Unsanded grout is recommended for grout joints under 1/8” wide. The fine texture can fully pack narrow stone tile joints. Some polymers added to unsanded grout also help with adhesion and flexibility.

What color grout looks best with stone backsplash tile?

Lighter grout colors like white, ivory, or light grey allow the veining and colors in the natural stone to take center stage. Darker grouts can also create a striking contrast. Sample grout colors against the tile before deciding.

How soon can I get water on grouted stone backsplash?

Avoid water contact with freshly grouted stone backsplash for at least 72 hours while the grout fully cures and hardens. Prevent staining by applying a penetrating grout sealer after 3 days.

Why does my grout crack after installing stone backsplash?

Some minor cracking is normal with changes in humidity during curing. Extensive cracking is from improper technique or surface movement. Grout repair is needed when cracks are large enough to allow water penetration.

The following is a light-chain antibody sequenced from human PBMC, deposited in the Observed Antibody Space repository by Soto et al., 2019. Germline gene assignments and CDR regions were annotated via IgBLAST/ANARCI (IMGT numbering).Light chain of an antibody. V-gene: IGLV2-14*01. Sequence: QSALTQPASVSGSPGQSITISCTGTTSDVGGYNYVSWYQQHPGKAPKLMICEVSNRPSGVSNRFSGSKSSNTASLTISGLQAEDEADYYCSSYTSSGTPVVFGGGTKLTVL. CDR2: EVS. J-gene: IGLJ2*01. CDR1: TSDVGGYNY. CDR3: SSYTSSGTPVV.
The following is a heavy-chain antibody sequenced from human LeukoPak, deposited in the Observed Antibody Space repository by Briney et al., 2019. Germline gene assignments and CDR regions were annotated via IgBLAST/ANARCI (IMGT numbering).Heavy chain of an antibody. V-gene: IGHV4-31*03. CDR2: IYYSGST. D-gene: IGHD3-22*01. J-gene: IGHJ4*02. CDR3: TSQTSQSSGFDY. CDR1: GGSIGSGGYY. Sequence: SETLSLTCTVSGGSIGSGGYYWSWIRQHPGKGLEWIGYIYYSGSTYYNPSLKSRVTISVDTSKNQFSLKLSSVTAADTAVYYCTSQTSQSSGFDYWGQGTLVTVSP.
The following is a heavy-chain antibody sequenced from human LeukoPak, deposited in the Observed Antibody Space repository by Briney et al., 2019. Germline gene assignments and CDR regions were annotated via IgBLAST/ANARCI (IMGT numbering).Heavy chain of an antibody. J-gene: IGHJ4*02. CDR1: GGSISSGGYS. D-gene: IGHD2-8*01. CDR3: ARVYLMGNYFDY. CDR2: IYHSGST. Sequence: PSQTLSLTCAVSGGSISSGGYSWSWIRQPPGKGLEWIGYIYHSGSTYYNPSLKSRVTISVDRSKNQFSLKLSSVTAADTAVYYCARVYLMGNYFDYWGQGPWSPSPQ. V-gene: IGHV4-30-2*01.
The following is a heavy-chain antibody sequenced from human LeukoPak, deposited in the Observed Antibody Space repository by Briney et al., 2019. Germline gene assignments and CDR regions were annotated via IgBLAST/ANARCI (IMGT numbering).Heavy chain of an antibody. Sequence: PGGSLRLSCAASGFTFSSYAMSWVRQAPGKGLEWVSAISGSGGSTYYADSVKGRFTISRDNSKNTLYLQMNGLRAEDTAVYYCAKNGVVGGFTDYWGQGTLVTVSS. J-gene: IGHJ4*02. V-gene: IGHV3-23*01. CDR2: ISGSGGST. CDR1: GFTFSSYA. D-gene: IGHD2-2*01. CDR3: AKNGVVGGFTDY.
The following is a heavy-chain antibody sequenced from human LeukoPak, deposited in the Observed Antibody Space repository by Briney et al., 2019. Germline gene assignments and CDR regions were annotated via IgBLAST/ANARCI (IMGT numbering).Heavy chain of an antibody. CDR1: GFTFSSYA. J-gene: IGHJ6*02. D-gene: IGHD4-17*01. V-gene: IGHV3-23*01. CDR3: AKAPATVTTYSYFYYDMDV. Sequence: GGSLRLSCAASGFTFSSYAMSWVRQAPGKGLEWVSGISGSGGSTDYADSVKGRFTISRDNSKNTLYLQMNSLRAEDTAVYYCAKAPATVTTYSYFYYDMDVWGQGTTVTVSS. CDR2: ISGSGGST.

What is the easiest way to apply grout on stone backsplash?

Using a grout bag similar to a piping bag lets you quickly fill joints while keeping the grout contained and off the tile surface. Squeeze it into joints and finalize smoothing with a rubber grout float.

How do I clean dried grout haze off my stone backsplash tile?

Use a Hydrochloric acid-based haze remover applied to a small area with a cotton ball. Limit contact only to affected spots and rinse thoroughly. Reseal cleaned areas of stone tile afterwards.


Grouting stone tile backsplash brings the finishing touch to your design with clean, attractive grout lines. Paying close attention to proper products and techniques helps prevent staining or discoloration of the beautiful stone. Sealing prevents damage during installation and safeguards the finished grouted backsplash.

With care taken during application and routine maintenance to clean and re-seal the grout, your stone backsplash can look pristine for years of daily use. Achieving an expert-quality grouted stone tile backsplash relies on diligence and patience during each step of the process. The results will be a showcase backdrop with the perfect palette of stone and grout.